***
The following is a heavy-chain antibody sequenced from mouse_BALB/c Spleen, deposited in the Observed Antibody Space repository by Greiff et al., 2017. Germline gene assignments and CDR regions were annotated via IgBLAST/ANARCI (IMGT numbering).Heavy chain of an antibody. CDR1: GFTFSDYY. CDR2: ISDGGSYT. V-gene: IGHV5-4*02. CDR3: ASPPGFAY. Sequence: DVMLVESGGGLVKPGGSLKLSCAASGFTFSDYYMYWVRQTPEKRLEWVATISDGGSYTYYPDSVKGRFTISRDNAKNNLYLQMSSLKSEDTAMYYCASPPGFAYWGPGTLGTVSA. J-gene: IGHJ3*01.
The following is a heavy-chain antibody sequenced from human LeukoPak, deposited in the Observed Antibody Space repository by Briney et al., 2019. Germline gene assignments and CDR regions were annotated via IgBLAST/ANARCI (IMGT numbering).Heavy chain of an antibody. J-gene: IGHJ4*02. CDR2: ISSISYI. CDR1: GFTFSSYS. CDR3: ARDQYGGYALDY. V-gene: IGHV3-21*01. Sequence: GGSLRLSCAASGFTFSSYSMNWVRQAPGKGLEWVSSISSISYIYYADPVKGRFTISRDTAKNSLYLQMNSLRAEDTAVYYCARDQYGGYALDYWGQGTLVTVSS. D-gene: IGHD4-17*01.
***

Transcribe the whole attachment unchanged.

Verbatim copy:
The following is a heavy-chain antibody sequenced from mouse_BALB/c Spleen, deposited in the Observed Antibody Space repository by Greiff et al., 2017. Germline gene assignments and CDR regions were annotated via IgBLAST/ANARCI (IMGT numbering).Heavy chain of an antibody. CDR1: GFTFSDYY. CDR2: ISDGGSYT. V-gene: IGHV5-4*02. CDR3: ASPPGFAY. Sequence: DVMLVESGGGLVKPGGSLKLSCAASGFTFSDYYMYWVRQTPEKRLEWVATISDGGSYTYYPDSVKGRFTISRDNAKNNLYLQMSSLKSEDTAMYYCASPPGFAYWGPGTLGTVSA. J-gene: IGHJ3*01.
The following is a heavy-chain antibody sequenced from human LeukoPak, deposited in the Observed Antibody Space repository by Briney et al., 2019. Germline gene assignments and CDR regions were annotated via IgBLAST/ANARCI (IMGT numbering).Heavy chain of an antibody. J-gene: IGHJ4*02. CDR2: ISSISYI. CDR1: GFTFSSYS. CDR3: ARDQYGGYALDY. V-gene: IGHV3-21*01. Sequence: GGSLRLSCAASGFTFSSYSMNWVRQAPGKGLEWVSSISSISYIYYADPVKGRFTISRDTAKNSLYLQMNSLRAEDTAVYYCARDQYGGYALDYWGQGTLVTVSS. D-gene: IGHD4-17*01.